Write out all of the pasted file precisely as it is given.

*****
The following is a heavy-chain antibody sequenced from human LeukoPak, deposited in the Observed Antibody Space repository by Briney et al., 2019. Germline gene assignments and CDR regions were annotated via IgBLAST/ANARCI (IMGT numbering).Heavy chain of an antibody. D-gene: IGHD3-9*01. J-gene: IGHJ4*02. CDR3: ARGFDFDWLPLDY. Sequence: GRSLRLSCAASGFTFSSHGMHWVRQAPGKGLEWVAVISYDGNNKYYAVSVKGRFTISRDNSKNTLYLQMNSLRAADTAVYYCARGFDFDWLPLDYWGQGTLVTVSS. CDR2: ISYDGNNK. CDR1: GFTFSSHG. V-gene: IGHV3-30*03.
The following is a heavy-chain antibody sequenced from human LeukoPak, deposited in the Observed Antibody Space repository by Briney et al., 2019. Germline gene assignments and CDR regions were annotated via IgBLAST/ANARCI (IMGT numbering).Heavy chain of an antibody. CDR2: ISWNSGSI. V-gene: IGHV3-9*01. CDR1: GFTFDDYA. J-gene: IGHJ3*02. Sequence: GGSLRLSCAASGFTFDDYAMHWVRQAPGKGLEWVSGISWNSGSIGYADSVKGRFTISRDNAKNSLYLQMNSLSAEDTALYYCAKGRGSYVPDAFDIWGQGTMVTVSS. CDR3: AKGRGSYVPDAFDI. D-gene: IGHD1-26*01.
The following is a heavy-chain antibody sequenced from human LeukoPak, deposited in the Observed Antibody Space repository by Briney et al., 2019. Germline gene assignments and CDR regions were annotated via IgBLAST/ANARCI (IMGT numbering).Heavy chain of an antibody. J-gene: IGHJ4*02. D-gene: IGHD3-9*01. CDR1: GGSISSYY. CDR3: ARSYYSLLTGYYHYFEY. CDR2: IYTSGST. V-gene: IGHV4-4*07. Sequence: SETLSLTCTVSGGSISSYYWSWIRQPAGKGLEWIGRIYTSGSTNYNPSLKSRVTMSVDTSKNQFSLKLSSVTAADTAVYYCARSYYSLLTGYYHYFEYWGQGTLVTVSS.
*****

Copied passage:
The following is a heavy-chain antibody sequenced from human LeukoPak, deposited in the Observed Antibody Space repository by Briney et al., 2019. Germline gene assignments and CDR regions were annotated via IgBLAST/ANARCI (IMGT numbering).Heavy chain of an antibody. D-gene: IGHD3-9*01. J-gene: IGHJ4*02. CDR3: ARGFDFDWLPLDY. Sequence: GRSLRLSCAASGFTFSSHGMHWVRQAPGKGLEWVAVISYDGNNKYYAVSVKGRFTISRDNSKNTLYLQMNSLRAADTAVYYCARGFDFDWLPLDYWGQGTLVTVSS. CDR2: ISYDGNNK. CDR1: GFTFSSHG. V-gene: IGHV3-30*03.
The following is a heavy-chain antibody sequenced from human LeukoPak, deposited in the Observed Antibody Space repository by Briney et al., 2019. Germline gene assignments and CDR regions were annotated via IgBLAST/ANARCI (IMGT numbering).Heavy chain of an antibody. CDR2: ISWNSGSI. V-gene: IGHV3-9*01. CDR1: GFTFDDYA. J-gene: IGHJ3*02. Sequence: GGSLRLSCAASGFTFDDYAMHWVRQAPGKGLEWVSGISWNSGSIGYADSVKGRFTISRDNAKNSLYLQMNSLSAEDTALYYCAKGRGSYVPDAFDIWGQGTMVTVSS. CDR3: AKGRGSYVPDAFDI. D-gene: IGHD1-26*01.
The following is a heavy-chain antibody sequenced from human LeukoPak, deposited in the Observed Antibody Space repository by Briney et al., 2019. Germline gene assignments and CDR regions were annotated via IgBLAST/ANARCI (IMGT numbering).Heavy chain of an antibody. J-gene: IGHJ4*02. D-gene: IGHD3-9*01. CDR1: GGSISSYY. CDR3: ARSYYSLLTGYYHYFEY. CDR2: IYTSGST. V-gene: IGHV4-4*07. Sequence: SETLSLTCTVSGGSISSYYWSWIRQPAGKGLEWIGRIYTSGSTNYNPSLKSRVTMSVDTSKNQFSLKLSSVTAADTAVYYCARSYYSLLTGYYHYFEYWGQGTLVTVSS.